2019-09-06 06:00:15Accountant AdviceEnglishhttps://quickbooks.intuit.com/blog/us_blog/uploads/2019/09/Cash-flow4.jpghttps://quickbooks.intuit.com/blog/accountant-advice/combating-your-chronic-cash-flow-crisis-part-2/Combating your chronic cash flow crisis, part 2

Combating your chronic cash flow crisis, part 2

4 min read

Rhondalynn Korolak is presenting “Combating Your Chronic Cash Flow Crisis” at QuickBooks® Connect; here’s part of her presentation. Read part 1 of this article here.

If you constantly struggle with cash flow issues, it’s highly likely that in addition to poor financial literacy, you also have “chronic poverty” mindset. And, unless you are prepared to address the problem from the inside out (i.e. dealing with both the financial literacy and the emotional and mindset elements), you will never have a successful business. In order to push beyond these roadblocks that keep you poor, you must first identify the underlying reasons you keep sabotaging your success and address them at the source.

5 symptoms of a chronic poverty mindset

#1: Profit, money and tax are bad

Money is simply a piece of paper that you use to pay for things. Profit is merely an accounting term used to describe what is left over after all expenses are deducted from the revenue generated. It’s not even a real or tangible thing that you can take to the bank and deposit. And tax is something that you pay the government when you have made sales and profit. When you attribute a negative or evil connotation to these words, you unknowingly set yourself up for a world of pain and struggle.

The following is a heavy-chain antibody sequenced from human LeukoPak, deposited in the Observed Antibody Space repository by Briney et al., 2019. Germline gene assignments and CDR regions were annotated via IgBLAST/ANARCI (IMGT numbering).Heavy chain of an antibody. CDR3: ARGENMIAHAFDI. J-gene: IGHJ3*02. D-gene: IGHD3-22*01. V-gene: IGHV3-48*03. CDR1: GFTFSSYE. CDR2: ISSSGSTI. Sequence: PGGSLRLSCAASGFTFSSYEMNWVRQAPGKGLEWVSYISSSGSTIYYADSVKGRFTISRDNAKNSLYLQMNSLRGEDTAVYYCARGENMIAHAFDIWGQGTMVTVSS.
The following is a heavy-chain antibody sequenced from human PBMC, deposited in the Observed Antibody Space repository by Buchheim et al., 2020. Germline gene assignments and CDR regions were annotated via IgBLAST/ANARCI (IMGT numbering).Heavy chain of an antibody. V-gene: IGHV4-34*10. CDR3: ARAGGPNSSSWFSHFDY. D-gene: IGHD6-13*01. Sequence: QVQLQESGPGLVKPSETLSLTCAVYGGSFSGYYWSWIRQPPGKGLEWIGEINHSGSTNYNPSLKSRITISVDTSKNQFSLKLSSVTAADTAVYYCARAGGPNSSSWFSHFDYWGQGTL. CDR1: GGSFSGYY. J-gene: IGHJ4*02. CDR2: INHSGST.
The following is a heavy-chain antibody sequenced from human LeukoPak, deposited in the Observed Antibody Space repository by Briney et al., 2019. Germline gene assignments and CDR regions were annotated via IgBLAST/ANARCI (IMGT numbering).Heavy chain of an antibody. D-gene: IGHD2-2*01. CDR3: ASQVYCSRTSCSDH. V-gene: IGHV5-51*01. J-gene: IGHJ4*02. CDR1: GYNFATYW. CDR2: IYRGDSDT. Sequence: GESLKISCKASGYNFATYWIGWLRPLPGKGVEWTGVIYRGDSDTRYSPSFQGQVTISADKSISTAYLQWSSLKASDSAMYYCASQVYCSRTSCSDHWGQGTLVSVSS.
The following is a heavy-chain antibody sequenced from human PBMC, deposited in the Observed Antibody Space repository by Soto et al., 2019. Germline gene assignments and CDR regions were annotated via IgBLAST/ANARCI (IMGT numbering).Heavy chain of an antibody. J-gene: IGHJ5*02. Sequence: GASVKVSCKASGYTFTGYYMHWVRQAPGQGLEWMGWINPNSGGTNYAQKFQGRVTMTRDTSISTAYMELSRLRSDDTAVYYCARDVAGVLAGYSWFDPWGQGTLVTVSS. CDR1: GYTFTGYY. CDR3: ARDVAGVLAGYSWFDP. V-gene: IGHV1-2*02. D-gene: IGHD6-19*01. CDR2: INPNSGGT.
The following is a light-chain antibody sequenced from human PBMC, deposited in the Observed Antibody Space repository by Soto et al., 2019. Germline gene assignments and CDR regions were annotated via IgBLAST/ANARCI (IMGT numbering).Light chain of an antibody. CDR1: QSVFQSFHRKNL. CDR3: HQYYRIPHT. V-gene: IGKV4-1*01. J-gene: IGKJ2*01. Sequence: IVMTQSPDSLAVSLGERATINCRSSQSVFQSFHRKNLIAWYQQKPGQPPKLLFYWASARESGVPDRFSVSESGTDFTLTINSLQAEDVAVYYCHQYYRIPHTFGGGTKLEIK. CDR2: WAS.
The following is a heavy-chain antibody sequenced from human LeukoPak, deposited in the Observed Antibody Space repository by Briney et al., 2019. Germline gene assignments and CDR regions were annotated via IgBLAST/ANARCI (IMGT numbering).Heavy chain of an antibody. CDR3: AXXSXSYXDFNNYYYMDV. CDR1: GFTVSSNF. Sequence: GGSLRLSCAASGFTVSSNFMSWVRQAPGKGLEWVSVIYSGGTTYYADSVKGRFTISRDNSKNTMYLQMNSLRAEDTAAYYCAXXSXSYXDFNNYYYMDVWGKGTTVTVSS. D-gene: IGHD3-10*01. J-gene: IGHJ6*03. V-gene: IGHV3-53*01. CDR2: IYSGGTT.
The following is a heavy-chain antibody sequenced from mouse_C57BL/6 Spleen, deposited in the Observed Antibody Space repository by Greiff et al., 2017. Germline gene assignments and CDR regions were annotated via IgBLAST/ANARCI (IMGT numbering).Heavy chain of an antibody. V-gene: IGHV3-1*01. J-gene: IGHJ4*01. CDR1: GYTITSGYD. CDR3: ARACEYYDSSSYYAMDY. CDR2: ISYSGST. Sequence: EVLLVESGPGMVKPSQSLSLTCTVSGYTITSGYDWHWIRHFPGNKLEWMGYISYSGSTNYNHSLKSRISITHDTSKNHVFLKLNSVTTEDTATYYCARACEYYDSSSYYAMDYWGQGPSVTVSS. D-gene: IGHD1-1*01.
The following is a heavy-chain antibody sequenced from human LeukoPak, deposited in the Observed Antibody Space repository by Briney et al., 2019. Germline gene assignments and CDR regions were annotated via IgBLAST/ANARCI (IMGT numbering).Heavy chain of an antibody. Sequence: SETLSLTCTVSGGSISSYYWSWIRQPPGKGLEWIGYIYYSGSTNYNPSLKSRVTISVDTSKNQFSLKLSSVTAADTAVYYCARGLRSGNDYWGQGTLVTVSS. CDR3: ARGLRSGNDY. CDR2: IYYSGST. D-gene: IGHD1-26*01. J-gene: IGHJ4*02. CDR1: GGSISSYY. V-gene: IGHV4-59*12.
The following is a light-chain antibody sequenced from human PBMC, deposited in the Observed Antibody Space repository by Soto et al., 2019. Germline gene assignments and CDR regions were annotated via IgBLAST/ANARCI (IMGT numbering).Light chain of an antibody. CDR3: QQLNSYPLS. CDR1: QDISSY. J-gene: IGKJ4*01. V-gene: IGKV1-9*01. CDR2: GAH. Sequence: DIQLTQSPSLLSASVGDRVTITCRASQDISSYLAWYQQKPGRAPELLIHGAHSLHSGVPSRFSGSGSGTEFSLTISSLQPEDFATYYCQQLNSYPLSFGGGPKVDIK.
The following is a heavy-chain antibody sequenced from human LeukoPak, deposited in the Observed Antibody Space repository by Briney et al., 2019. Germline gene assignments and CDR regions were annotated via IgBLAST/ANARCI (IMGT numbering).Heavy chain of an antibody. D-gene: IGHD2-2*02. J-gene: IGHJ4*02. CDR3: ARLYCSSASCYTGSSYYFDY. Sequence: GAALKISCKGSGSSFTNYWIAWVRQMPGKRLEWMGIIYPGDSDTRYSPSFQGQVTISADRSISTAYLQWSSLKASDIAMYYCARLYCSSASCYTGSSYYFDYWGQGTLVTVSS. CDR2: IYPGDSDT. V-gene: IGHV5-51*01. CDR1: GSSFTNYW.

The brain is a survival focused mechanism — it wants to keep you out of harm’s way. If you truly believe that money, profit and tax are bad, your brain will do everything in its power to protect you from it — which essentially means that at a deeply subconscious level, you will sabotage yourself in order to avoid the pain of encountering these things.

#2: Penny-wise, pound-foolish

Have you ever gone out of your way to buy supplies, fuel, or printer cartridges because they were a few cents or dollars cheaper? Do you sometimes purchase things you don’t need (or buy in bulk) just because you are offered “a good deal”? Even though you think you are saving money, often these decisions end up biting you in the bank account because you waste more time, money, and energy than it’s worth chasing them.

Perhaps not surprisingly, entrepreneurs will waste days of their time to save $100, yet think nothing of entering into a contract to purchase an item worth $100,000, when they are short on cash, the return on investment is poor, and they haven’t asked their lawyer or accountant to review the contract before they signed it.

If you are penny wise and pound-foolish, it’s going to take more than sheer willpower to break free. Neuroscience has proven that takes around 60 consecutive days to break or form a new habit, which means you will need consistent and impactful support from someone you trust to ensure you prioritize financial decisions and evaluate them properly.

#3: Scarcity mentality